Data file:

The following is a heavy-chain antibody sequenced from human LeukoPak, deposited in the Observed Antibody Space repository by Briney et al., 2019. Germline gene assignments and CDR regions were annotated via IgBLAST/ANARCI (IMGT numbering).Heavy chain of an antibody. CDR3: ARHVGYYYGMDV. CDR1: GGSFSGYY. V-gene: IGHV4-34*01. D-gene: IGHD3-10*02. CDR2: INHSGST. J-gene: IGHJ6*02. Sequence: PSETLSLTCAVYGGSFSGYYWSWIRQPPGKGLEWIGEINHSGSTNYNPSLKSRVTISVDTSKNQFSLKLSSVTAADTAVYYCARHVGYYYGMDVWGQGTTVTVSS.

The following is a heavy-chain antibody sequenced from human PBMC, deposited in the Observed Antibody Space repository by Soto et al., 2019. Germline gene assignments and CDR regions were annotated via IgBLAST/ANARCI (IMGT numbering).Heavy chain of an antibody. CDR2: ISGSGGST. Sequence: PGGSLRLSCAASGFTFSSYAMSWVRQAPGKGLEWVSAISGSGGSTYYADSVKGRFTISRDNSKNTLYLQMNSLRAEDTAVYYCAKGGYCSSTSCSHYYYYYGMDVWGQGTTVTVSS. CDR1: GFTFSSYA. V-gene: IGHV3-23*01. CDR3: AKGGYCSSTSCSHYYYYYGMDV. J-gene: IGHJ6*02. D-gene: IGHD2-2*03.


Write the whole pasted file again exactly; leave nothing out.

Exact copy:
The following is a heavy-chain antibody sequenced from human LeukoPak, deposited in the Observed Antibody Space repository by Briney et al., 2019. Germline gene assignments and CDR regions were annotated via IgBLAST/ANARCI (IMGT numbering).Heavy chain of an antibody. CDR3: ARHVGYYYGMDV. CDR1: GGSFSGYY. V-gene: IGHV4-34*01. D-gene: IGHD3-10*02. CDR2: INHSGST. J-gene: IGHJ6*02. Sequence: PSETLSLTCAVYGGSFSGYYWSWIRQPPGKGLEWIGEINHSGSTNYNPSLKSRVTISVDTSKNQFSLKLSSVTAADTAVYYCARHVGYYYGMDVWGQGTTVTVSS.

The following is a heavy-chain antibody sequenced from human PBMC, deposited in the Observed Antibody Space repository by Soto et al., 2019. Germline gene assignments and CDR regions were annotated via IgBLAST/ANARCI (IMGT numbering).Heavy chain of an antibody. CDR2: ISGSGGST. Sequence: PGGSLRLSCAASGFTFSSYAMSWVRQAPGKGLEWVSAISGSGGSTYYADSVKGRFTISRDNSKNTLYLQMNSLRAEDTAVYYCAKGGYCSSTSCSHYYYYYGMDVWGQGTTVTVSS. CDR1: GFTFSSYA. V-gene: IGHV3-23*01. CDR3: AKGGYCSSTSCSHYYYYYGMDV. J-gene: IGHJ6*02. D-gene: IGHD2-2*03.